Central closes strong at NCAA tourney. A pair of final-hole birdies let the Central College men’s golf team climb into a tie for 17th place in the final round of the NCAA Division III championships Friday. Central’s two seniors, Andrew Townsend (Bettendorf, Pleasant Valley HS) and Justin Smool (Bagley, Panorama HS), each birdied their final collegiate hole and the Dutch closed with a second straight 299 at the par-72 Hershey Links Golf Course. Central finished with 304-319-299-299—1221, tying Nebraska Wesleyan for 17th place in the 37-team tournament. The Dutch were 19th at the 2009 NCAA tournament. Top-ranked Methodist (N.C.) squeezed out a one-shot win over Guilford (N.C.), 1177 to 1178, to claim the title. Huntingdon (Ala.) followed at 1181. Townsend tied for 32nd in the individual standings at 72-80-75-73—300 while Smool shared 34th place at 74-78-75-74—301. Jason Harvey (junior, Goldfield, Clarion-Goldfield HS) tied for 77th at 80-78-76-76—310 with Brent Goodenow (sophomore, Johnston) tied for 100th at 80-84-78-76—318 and Brent Messmore (sophomore, Hudson) tied for 110th at 78-83-73-88—322. Tain Lee, an individual qualifier from Claremont-Mudd-Scripps (Calif.) fired a sizzing 7-under-par 65 Friday to run away with medalist honors. He finished with 69-68-72-65—275 for an eight-shot win. “We had four scores in the 70s again, which is what we want—actually, four pretty good scores,” coach Clint Brown said. “It was good to have a sub-300 score the last two days and to have our two seniors birdie their final hole and go out with really strong rounds.” That capped another impressive season for the perennially powerful Central program, which was making its 29th NCAA tournament appearance in the past 35 years. The Dutch were second at the 21-team Wartburg Invitational, first at the 22-team Buena Vista Invitational and snared their 28th Iowa Conference championship. “It was a good season,” Brown said. “It was a great year for our seniors and we’ve now got three other guys with national tournament experience returning. We’re looking forward to having them back next fall.”Brown stepped up to serve as interim coach for the spring season following the January resignation of Charlie Estabrook who, in 12 seasons, led the Dutch to seven league titles. Estabrook had a large hand in an eighth crown this season, having recruited this year’s squad. Maryville Univ. (Mo.) coach Chad Green has been hired to take over the Dutch program this fall.
Do you waDo you want to play college football? Getting recruited by a college to play football, especially by an NCAA-sanctioned school, is one of the biggest honors a high school football player can receive. However, there are only a limited amount of scholarships available each year and getting noticed is becoming more and more competitive. To be one of the lucky few to gain a college scholarship in football, follow these steps. It is the dream of thousands of high school players every year to make it too the next level. There are over 306,000 senior high school football players every year. Of those only 17,500 on average will make it to the NCAA. That number includes all freshman from DI, DII and DIII. Less than 6% take the step and play in college. That number may seem low and it is. The main reason high school players don’t play in college is simply because they don’t want to. That means if you have the desire and a little talent, you will be able to find a college to play football at. If you just want to play in college, enjoy your social life and have a great overall experience, DIII is the place for you. Those football players who want to play in college and earn a scholarship are up against serious competition. There are 85 scholarships in NCAA DI, 63 in I-AA and 36 at DII colleges.To compete for these and play college football you need to have a recruiting system that you are willing to put time and effort into. There is no easy way to play college football, you have to work. Those football players who put the same effort into their recruiting as they do on the field, as the ones who get invited to camp. You can also walk-on at all NCAA football programs. What you want to be is called a “preferred walk-on.” This means you go through the recruiting process the same as you would when seeking a football scholarship. If you are not offered a scholarship by the college of your choice, you can ask to be a preferred walk-on and get invited to camp. You will have all the same privileges and access as a scholarship athlete does, but will be paying 100% until you become a contributing player. Here are 5 quick tips to play college football: Start the recruiting process early: While it is never too late to start technically, those football players who start before their Senior year have a much higher success rate. Get good grades: Even though the NCAA Clearinghouse minimum can be met by anyone with a high school diploma, 50% of DI programs can’t get you past admissions without a 3.0 GPA. Get great film: Make sure you get a copy of every game tape. Even if your coach films the games, give him a blank tape to make a copy. You will need these when making your personal recruiting packet. Take the extra steps: Are you lifting extra during the off-season and in-season? Are you doing extra conditioning and speed work outside of practice? Putting in a few extra hours a week will show during games and is what separates scholarship from walk-on. Communicate: Tell your high school coach you want to play in college. Call college coaches and tell them you want to play for their program. If college coaches don’t know about you and don’t know you are a player, they can’t recruit you. To play college football you need to put in effort, both on and off the field. Off the field in the classroom and towards football recruiting. With a solid recruiting plan you can beat out the competition and find a great college football program to play at. If you want to Play College Football click the link and get for free, “The Top 20 Myths of College Athletic Scholarships.” Take action today or be left at home in the fall after you graduate, wondering what could have been.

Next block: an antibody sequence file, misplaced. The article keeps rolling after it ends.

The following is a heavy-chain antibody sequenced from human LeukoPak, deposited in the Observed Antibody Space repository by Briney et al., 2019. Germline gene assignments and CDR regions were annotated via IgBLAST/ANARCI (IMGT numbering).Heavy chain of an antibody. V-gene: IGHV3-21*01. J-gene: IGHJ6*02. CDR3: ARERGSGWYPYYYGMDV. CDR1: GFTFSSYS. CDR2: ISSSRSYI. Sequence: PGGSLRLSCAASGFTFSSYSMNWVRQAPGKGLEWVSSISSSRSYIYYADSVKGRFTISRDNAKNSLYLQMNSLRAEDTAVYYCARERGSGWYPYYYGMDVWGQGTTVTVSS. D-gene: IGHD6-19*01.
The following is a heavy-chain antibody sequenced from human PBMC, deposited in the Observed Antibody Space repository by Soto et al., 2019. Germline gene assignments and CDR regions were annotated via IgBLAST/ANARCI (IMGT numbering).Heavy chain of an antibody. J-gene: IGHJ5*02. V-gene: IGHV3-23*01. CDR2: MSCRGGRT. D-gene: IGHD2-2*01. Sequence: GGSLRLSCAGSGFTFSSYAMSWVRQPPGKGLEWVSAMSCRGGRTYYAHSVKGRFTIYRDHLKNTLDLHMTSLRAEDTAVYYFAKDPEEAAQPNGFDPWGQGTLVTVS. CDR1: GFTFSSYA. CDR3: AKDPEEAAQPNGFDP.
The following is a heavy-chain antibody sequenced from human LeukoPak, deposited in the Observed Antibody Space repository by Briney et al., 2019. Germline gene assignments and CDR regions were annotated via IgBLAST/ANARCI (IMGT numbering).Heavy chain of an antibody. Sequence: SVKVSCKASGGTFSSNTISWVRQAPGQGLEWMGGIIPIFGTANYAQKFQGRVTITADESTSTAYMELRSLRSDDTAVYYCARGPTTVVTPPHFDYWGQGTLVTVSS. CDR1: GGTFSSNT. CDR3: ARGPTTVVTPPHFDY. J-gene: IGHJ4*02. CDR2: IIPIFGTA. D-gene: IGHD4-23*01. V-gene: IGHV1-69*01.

Crimson Tide Roll: Top-Ranked Alabama Prevails Over Texas In National Title Tilt Heisman Trophy winner Mark Ingram rushed for a pair of touchdowns, including a key touchdown from the one-yard line in the final two minutes, as the top-ranked Alabama Crimson Tide toppled Texas 37-21 Thursday in the Citi BCS National Championship Game. Alabama (14-0) earned their 13th national championship and their first since 1992. Longhorns star quarterback and Heisman finalist Colt McCoy was forced to leave the game in the first quarter with a shoulder injury. McCoy, the NCAA all-time leader in career wins, got hit by defensive lineman Marcell Dareus at the Alabama 11-yard line. Despite the exit of McCoy, the Longhorns led 6-0 after the first period. Dareus later returned an interception 28 yards for a touchdown in the waning seconds of the first half as the Crimson Tide rolled to 24-6 advantage after 30 minutes of action. Texas backup signal-caller freshman Garrett Gilbert tried to fill in the shoes of the senior All-American McCoy, but struggled in the first half. Gilbert, the son of former NFL quarterback Gale Gilbert, steadied himself and threw two fourth quarter TD passes to Jordan Shipley, the last a 28-yard connection that drew Texas within 24-19. His two-point conversion pass to Dan Buckner pushed the No. 2 Longhorns closer, 24-21. But that was the last time Texas would score, as Gilbert lost a fumble and threw two interceptions in the final six minutes. Greg McElroy completed 6-of-11 for 58 yards, as Alabama gave the SEC its fourth consecutive national champion.